A team using NASA’s James Webb Space Telescope has observed two of the most distant galaxies astronomers have ever seen. At close to 33 billion light years away from Earth, these distant regions can offer insight into how the universe’s earliest galaxies may have formed. The findings are detailed in a study published November 13 in The Astrophysical Journal Letters.
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The galaxies UNCOVER z-13 and UNCOVER z-12 are the second and fourth most distant galaxies ever observed and are located in a region called Pandora’s Cluster (Abell 2744). The two galaxies are among the 60,000 sources of light in Pandora’s Cluster that were captured in some of the first deep field images the JWST took in 2022. This region of space was selected for this kind of imaging due to its location behind several galaxy clusters. The light creates a natural magnification effect called gravitational lensing. This happens when the gravitational pull of the clusters’ combined mass warps the space-time around it. It then magnifies any light that passes nearby and offers a larger view behind the clusters.
Other galaxies confirmed at this distance generally appear in images as red dots. However, these new galaxies are larger and look more like a peanut and a fluffy ball, according to the team.
“Very little is known about the early universe, and the only way to learn about that time and to test our theories of early galaxy formation and growth is with these very distant galaxies,” study co-author and astronomer Bingjie Wang from Penn State University said in a statement. “Prior to our analysis, we knew of only three galaxies confirmed at around this extreme distance. Studying these new galaxies and their properties has revealed the diversity of galaxies in the early universe and how much there is to be learned from them.”
Wang is also a member of the JWST UNCOVER (Ultradeep NIRSpec and NIRCam ObserVations before the Epoch of Reionization) team that conducted this research. UNCOVER’s early goal is to obtain highly detailed images of the region around Pandora’s Cluster using JWST.
Since the light that is emitted from these galaxies had to travel for so long to reach Earth, it offers a window into the universe’s past. The team estimates that the light JWST detected was emitted by the two galaxies when the universe was about 330 million years old and that it traveled for about 13.4 billion light years to reach the space telescopes.
However, the galaxies are currently closer to 33 billion light years away from Earth because of the expansion of the universe over this period of time.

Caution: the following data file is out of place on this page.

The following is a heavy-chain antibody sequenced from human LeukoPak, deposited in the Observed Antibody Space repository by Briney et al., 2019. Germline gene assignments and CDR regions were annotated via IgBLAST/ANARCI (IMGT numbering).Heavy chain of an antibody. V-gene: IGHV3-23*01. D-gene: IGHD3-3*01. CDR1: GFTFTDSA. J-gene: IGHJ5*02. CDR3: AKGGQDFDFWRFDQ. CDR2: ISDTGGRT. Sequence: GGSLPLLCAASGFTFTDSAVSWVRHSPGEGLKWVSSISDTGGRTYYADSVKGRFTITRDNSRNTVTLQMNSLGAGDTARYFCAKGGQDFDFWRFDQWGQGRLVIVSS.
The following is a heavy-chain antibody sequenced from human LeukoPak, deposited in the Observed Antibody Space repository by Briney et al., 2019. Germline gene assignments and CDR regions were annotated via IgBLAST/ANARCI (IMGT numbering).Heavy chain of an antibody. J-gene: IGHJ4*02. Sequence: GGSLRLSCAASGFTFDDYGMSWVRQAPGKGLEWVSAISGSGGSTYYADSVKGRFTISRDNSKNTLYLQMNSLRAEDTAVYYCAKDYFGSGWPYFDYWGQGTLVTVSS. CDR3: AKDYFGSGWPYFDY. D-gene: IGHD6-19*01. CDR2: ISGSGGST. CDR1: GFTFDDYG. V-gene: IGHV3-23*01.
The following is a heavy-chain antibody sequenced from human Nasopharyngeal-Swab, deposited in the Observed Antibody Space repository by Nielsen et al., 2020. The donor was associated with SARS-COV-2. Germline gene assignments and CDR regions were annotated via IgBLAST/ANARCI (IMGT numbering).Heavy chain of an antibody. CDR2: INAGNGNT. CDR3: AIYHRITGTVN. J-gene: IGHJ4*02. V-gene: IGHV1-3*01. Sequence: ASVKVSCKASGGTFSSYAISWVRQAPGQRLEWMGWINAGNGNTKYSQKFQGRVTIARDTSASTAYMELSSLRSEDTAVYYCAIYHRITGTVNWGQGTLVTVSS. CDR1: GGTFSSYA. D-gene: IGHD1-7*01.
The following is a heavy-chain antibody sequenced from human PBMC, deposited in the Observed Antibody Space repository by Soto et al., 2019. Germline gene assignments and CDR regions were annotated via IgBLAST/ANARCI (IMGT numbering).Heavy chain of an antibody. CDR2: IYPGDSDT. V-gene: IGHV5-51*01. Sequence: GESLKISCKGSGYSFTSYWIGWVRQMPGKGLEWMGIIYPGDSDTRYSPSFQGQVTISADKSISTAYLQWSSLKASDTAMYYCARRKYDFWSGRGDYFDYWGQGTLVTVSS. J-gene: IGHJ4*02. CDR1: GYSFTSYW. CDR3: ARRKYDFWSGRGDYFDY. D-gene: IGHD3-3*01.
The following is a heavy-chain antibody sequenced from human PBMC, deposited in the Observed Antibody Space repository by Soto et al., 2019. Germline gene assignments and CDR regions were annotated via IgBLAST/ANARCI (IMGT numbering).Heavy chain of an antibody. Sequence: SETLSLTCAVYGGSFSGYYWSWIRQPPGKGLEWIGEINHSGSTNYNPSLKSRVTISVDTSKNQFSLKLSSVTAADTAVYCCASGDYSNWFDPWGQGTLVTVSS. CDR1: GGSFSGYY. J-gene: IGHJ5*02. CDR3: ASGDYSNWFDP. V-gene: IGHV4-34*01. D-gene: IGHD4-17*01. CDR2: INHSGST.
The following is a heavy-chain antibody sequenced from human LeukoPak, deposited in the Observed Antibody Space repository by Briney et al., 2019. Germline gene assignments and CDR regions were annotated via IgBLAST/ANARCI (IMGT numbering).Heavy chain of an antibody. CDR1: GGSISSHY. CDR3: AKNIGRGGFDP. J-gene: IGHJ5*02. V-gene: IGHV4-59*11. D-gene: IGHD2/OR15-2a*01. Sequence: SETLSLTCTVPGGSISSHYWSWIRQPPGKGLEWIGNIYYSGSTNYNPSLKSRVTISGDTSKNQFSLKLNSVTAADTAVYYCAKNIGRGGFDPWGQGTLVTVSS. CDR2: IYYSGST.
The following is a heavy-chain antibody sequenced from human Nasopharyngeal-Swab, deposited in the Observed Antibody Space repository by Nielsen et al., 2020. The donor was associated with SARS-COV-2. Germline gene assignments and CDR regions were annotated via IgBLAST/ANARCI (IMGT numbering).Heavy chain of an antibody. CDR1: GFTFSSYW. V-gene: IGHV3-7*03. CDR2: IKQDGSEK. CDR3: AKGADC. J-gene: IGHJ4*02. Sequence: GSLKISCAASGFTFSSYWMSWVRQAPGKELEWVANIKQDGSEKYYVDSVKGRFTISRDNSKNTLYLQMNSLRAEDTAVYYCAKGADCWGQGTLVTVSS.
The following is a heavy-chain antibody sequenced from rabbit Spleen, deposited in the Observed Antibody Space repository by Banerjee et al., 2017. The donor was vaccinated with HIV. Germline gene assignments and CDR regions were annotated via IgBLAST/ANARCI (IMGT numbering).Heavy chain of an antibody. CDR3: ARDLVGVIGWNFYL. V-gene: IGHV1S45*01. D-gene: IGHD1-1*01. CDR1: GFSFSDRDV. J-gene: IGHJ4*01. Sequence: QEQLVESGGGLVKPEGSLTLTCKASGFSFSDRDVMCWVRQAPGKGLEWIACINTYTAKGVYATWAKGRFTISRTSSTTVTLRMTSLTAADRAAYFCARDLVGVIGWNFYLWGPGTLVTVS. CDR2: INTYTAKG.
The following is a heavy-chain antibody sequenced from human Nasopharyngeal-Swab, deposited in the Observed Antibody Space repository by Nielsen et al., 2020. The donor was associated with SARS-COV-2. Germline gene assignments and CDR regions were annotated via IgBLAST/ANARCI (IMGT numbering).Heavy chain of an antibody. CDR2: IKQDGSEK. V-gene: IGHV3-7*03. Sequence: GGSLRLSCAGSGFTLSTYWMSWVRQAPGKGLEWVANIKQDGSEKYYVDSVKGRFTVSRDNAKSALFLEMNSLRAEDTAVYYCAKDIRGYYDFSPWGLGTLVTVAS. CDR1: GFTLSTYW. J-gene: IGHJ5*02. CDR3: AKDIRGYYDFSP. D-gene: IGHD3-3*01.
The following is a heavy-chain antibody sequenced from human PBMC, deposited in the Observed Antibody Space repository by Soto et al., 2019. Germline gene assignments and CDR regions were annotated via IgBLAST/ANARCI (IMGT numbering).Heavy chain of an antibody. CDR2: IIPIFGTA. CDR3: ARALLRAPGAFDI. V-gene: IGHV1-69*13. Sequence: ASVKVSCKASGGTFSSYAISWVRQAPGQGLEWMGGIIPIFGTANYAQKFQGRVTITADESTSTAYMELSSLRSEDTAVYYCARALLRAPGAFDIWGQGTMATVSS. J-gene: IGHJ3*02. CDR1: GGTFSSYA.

“The light from these galaxies is ancient, about three times older than the Earth,” study co-author, Penn State astronomer, and UNCOVER member Joel Leja said in a statement. “These early galaxies are like beacons, with light bursting through the very thin hydrogen gas that made up the early universe. It is only by their light that we can begin to understand the exotic physics that governed the galaxy near the cosmic dawn.”
[Related: JWST takes a jab at the mystery of the universe’s expansion rate.]
The two galaxies are also considerably bigger than the three galaxies previously located at these extreme distances. While our Milky Way galaxy is roughly 100,000 light years across, galaxies in the early universe are believed to have been very compressed. A galaxy of 2,000 light years across like one of ones the team imaged came as a surprise.
“Previously discovered galaxies at these distances are point sources—they appear as a dot in our images,” Wang said. “But one of ours appears elongated, almost like a peanut, and the other looks like a fluffy ball. It is unclear if the difference in size is due to how the stars formed or what happened to them after they formed, but the diversity in the galaxy properties is really interesting. These early galaxies are expected to have formed out of similar materials, but already they are showing signs of being very different than one another.”
To make inferences about these early galaxies, the team used detailed models. They believed that in addition to being young (by space standards), the two galaxies also had few metals in their composition, and were growing rapidly and actively forming stars.
“The first elements were forged in the cores of early stars through the process of fusion,” Leja said. “It makes sense that these early galaxies don’t have heavy elements like metals because they were some of the first factories to build those heavy elements. And, of course, they would have to be young and star-forming to be the first galaxies, but confirming these properties is an important basic test of our models and helps confirm the whole paradigm of the Big Bang theory.”
Astronomers will continue to use lensing clusters and the instruments aboard the JWST to continue to peel back the timeline of some of the universe’s first galaxies.